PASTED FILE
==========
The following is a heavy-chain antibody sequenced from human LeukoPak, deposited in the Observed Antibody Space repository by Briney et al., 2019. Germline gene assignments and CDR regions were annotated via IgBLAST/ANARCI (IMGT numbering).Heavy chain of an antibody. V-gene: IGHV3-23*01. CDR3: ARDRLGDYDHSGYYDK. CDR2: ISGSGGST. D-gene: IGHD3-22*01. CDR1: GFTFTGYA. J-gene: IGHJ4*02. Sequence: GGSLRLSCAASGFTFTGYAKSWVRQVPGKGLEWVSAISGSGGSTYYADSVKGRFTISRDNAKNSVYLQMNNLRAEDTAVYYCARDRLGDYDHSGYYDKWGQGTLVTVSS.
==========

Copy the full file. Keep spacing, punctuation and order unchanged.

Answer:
The following is a heavy-chain antibody sequenced from human LeukoPak, deposited in the Observed Antibody Space repository by Briney et al., 2019. Germline gene assignments and CDR regions were annotated via IgBLAST/ANARCI (IMGT numbering).Heavy chain of an antibody. V-gene: IGHV3-23*01. CDR3: ARDRLGDYDHSGYYDK. CDR2: ISGSGGST. D-gene: IGHD3-22*01. CDR1: GFTFTGYA. J-gene: IGHJ4*02. Sequence: GGSLRLSCAASGFTFTGYAKSWVRQVPGKGLEWVSAISGSGGSTYYADSVKGRFTISRDNAKNSVYLQMNNLRAEDTAVYYCARDRLGDYDHSGYYDKWGQGTLVTVSS.